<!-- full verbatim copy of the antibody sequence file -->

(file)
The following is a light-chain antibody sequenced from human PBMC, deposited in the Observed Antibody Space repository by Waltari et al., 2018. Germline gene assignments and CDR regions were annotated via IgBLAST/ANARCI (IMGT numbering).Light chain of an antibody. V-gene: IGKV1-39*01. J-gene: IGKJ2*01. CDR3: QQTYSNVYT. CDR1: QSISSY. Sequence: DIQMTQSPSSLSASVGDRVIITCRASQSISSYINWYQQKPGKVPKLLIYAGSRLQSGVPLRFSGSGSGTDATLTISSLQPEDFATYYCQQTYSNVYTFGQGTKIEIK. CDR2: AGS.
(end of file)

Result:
The following is a light-chain antibody sequenced from human PBMC, deposited in the Observed Antibody Space repository by Waltari et al., 2018. Germline gene assignments and CDR regions were annotated via IgBLAST/ANARCI (IMGT numbering).Light chain of an antibody. V-gene: IGKV1-39*01. J-gene: IGKJ2*01. CDR3: QQTYSNVYT. CDR1: QSISSY. Sequence: DIQMTQSPSSLSASVGDRVIITCRASQSISSYINWYQQKPGKVPKLLIYAGSRLQSGVPLRFSGSGSGTDATLTISSLQPEDFATYYCQQTYSNVYTFGQGTKIEIK. CDR2: AGS.